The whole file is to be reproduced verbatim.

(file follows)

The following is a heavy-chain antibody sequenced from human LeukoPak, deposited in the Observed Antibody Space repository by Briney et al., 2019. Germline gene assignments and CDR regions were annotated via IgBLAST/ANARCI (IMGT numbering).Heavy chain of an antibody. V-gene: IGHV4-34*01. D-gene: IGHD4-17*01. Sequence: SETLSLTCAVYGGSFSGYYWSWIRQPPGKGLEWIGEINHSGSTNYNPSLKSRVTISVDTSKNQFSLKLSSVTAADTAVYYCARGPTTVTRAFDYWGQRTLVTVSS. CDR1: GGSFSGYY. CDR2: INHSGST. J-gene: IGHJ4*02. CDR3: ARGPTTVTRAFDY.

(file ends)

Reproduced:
The following is a heavy-chain antibody sequenced from human LeukoPak, deposited in the Observed Antibody Space repository by Briney et al., 2019. Germline gene assignments and CDR regions were annotated via IgBLAST/ANARCI (IMGT numbering).Heavy chain of an antibody. V-gene: IGHV4-34*01. D-gene: IGHD4-17*01. Sequence: SETLSLTCAVYGGSFSGYYWSWIRQPPGKGLEWIGEINHSGSTNYNPSLKSRVTISVDTSKNQFSLKLSSVTAADTAVYYCARGPTTVTRAFDYWGQRTLVTVSS. CDR1: GGSFSGYY. CDR2: INHSGST. J-gene: IGHJ4*02. CDR3: ARGPTTVTRAFDY.